Roadless Forests Win in Court

For Immediate Release

Contact: 

Christopher Lancette, TWS communications director, (202) 429-2692; chris_lancette@tws.org

Kristen Boyles, Earthjustice, 206-343-7340 x 33

Roadless Forests Win in Court

Decision reinstates most of national rule opposed by Bush, timber lobbyists

WASHINGTON - The Wilderness Society and 19 other
environmental organizations notched
a huge victory today
when the Ninth Circuit Court of Appeals in San Francisco affirmed
protection for almost 40 million acres of wild national forests and grasslands
from new road building, logging, and development. The decision puts an end to
the Bush administration's efforts to open these last great natural areas
to development. Today's ruling protects the majority of national forest
roadless areas in the country.

"Americans
love the wild forests and rivers our country has been blessed with," said
Kristen Boyles, an attorney for Earthjustice -- the nonprofit environmental law
firm representing the plaintiffs in this case. "From campers, hunters,
hikers, fishermen, and bird watchers to cities and towns that rely on clean,
mountain-fed drinking water, we all stand and cheer that the court today
protected our national roadless areas."

Michael
Francis, The Wilderness Society's national forest program director in Washington D.C.,
said that "the court's decision reinstates the most popular
environmental rule of all time. It marks a virtual end to the Bush
administration's attacks on the 2001 roadless rule. It also frees
this administration to pursue President Obama's pledge to ‘support
and defend' the 2001 rule. We trust the president will welcome the
ruling as much as we do."

The appellate court
explained
that the Bush rule it struck down, "had the effect of
permanently repealing uniform, nationwide, substantive protections that were
afforded to inventoried roadless areas, and replacing them with a [variable]
regime of the type the agency had rejected as inadequate a few years
earlier." The court repeated its earlier finding that "there
can be no doubt that the 58.5 million acres subject to the Roadless Rule, if
implemented, would have greater protection if the Roadless Rule stands."
The 2001 rule has, the court emphasized, "immeasurable benefits from a
conservationist standpoint."

In 2009,
127 eminent scientists, four governors, 121 members of Congress, 25 Senators,
and 119 outdoor recreation businesses sent letters appealing to President Obama
and Agriculture Secretary Vilsack to protect and defend roadless areas.

"We're
not out of the woods yet," said Mike Anderson, a senior resource analyst
with The Wilderness Society in Seattle,
Washington. "This decision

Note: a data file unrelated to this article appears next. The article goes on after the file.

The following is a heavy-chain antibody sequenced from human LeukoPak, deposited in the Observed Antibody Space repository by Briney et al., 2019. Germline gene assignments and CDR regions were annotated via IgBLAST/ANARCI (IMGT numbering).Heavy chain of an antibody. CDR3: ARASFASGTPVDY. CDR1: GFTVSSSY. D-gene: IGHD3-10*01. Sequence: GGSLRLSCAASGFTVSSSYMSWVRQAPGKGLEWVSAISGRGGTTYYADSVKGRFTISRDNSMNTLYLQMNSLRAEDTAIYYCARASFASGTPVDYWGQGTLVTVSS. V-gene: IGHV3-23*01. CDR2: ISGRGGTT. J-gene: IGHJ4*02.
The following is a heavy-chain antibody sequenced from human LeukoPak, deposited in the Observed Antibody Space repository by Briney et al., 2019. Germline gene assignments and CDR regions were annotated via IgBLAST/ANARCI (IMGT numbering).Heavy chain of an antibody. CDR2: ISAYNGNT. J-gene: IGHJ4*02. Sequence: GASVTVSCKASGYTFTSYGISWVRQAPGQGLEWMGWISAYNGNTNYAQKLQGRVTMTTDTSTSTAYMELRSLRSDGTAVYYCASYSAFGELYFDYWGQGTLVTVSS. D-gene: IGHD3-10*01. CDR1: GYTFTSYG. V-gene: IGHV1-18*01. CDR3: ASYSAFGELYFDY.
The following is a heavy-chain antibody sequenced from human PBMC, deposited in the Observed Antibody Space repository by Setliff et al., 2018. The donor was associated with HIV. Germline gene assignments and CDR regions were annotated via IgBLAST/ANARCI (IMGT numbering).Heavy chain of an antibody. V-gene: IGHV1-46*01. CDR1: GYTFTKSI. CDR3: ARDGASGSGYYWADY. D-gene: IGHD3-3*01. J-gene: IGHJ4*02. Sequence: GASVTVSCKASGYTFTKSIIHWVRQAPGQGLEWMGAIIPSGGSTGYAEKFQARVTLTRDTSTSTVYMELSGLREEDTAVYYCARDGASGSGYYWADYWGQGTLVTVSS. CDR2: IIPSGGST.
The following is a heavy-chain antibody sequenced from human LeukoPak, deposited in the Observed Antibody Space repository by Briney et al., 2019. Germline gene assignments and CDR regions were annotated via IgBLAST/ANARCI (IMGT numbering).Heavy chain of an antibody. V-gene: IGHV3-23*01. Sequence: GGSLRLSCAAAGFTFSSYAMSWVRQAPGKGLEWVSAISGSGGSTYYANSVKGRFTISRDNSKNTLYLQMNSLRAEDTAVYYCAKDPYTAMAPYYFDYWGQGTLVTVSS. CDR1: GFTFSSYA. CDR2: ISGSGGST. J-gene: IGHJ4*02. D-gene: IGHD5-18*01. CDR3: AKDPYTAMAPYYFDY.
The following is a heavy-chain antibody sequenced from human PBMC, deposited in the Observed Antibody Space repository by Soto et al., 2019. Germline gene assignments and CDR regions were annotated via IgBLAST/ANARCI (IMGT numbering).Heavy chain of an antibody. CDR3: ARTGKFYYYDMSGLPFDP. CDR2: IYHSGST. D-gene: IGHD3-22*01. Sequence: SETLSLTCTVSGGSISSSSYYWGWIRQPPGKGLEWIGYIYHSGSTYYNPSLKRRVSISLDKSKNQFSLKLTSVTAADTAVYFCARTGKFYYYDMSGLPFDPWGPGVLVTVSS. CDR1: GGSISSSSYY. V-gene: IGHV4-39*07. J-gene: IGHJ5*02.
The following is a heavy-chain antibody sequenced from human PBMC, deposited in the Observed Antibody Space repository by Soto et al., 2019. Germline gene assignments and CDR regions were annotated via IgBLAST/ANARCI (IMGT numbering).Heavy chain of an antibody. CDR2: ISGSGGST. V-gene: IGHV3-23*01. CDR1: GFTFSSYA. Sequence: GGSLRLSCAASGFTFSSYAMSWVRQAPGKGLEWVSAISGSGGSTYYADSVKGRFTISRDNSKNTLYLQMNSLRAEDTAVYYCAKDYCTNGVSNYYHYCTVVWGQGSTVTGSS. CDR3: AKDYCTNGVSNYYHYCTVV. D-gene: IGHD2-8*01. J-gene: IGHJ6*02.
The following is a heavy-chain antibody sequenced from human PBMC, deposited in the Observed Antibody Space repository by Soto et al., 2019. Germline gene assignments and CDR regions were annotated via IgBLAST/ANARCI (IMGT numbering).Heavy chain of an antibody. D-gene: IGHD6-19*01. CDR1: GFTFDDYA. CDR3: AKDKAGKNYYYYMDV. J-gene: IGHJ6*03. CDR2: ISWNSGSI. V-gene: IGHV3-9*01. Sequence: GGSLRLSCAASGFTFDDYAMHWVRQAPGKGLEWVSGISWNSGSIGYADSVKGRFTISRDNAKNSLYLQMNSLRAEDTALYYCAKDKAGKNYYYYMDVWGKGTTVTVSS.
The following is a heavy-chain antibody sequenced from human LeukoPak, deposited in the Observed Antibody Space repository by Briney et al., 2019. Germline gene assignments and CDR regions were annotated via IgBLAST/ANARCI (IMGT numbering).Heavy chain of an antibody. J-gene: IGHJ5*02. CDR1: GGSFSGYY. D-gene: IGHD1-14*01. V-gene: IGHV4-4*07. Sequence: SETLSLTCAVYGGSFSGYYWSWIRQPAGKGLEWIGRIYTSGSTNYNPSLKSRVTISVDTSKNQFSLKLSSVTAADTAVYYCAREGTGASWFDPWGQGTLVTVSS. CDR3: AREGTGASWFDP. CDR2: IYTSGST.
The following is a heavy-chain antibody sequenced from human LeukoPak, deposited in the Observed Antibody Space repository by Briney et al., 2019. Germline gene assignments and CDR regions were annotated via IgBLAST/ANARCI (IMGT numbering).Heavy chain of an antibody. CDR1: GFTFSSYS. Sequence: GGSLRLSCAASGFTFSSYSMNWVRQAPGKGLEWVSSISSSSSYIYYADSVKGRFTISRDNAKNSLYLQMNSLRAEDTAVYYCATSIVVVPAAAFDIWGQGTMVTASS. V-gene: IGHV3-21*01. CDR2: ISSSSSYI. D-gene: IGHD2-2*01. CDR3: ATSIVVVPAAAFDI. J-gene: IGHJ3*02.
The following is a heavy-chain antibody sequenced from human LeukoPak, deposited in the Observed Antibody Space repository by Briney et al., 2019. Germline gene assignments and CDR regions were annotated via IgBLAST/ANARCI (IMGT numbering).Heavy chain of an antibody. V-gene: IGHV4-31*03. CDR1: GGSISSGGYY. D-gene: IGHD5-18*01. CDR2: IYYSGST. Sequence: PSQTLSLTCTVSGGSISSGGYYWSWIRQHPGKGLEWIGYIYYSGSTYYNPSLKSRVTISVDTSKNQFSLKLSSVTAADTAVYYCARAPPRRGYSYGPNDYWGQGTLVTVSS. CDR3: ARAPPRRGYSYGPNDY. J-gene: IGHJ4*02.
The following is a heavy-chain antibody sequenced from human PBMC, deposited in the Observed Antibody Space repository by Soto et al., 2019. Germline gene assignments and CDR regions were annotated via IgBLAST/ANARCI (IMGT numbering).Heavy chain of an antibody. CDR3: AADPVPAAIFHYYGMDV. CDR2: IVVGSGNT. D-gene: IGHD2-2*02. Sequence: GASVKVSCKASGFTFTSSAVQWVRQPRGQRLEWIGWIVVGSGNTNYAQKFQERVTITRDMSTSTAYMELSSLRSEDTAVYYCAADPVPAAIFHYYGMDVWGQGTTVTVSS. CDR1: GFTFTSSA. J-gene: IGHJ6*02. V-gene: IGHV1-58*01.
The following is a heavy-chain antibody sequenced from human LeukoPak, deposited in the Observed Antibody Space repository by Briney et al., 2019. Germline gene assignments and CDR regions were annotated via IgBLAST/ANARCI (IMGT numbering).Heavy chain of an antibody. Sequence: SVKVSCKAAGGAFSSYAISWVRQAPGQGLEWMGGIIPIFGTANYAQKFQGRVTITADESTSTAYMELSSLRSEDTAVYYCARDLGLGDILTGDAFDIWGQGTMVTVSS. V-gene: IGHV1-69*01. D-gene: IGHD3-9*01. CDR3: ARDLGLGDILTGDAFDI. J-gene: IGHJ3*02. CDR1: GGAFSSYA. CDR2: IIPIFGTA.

halts the Bush administration assault on roadless areas, but the Obama
administration must now take the next steps necessary to make protection
permanent and nationwide."

Specifically,
the next step for Obama would be to instruct the Department of Justice to
appeal a suit sitting in the 10th Circuit Court of Appeals, where
another Bush hold-over effort seeks to nullify the entire 2001 roadless rule.

With
the roadless rule now back in effect in all areas except for Idaho
and the Tongass National
Forest in Alaska, The
Wilderness Society asserts that a proposed state-specific rule pending in Colorado is not needed.

"Coloradans
overwhelmingly supported the 2001 national rule and welcome its reinstatement
 with open arms," said Suzanne Jones, the Colorado regional director for The
Wilderness Society.  "While one final court challenge to the 2001
rule remains, there is no need for a state-specific rule like the watered-down Colorado proposal that
has just been released for public comment."

The
fate of the roadless rule has been caught up in the federal courts and the politics
of changing presidents for almost a decade. Originally adopted by the Clinton administration
after an environmental review that included 600 public hearings and over 1.6
million public comments, the Bush administration actively colluded to get rid
of it. Despite these efforts, and due to deep public support for roadless area
protection, only seven miles of roads were built and 535 acres of trees logged
in roadless areas since 2001.

In the challenge to the repeal of the roadless rule,
Earthjustice represented The Wilderness Society, California Wilderness
Coalition, Forests Forever Foundation, Northcoast Environmental Center, Oregon
Wild, Sitka Conservation Society, Siskiyou Project, Biodiversity Conservation
Alliance, Sierra Club, National Audubon Society, Greater Yellowstone Coalition,
Center for Biological Diversity, Environmental Protection Information Center,
Klamath-Siskiyou Wildlands Center, Defenders of Wildlife, Pacific Rivers
Council, Idaho Conservation League, Humane Society of the United States,
Conservation NW, and Greenpeace, and joined with the states of California,
Oregon, New Mexico, and Washington.

###

Since 1935, The Wilderness Society has led the conservation movement in wilderness protection, writing and passing the landmark Wilderness Act and winning lasting protection for 107 million acres of Wilderness, including 56 million acres of spectacular lands in Alaska, eight million acres of fragile desert lands in California and millions more throughout the nation.

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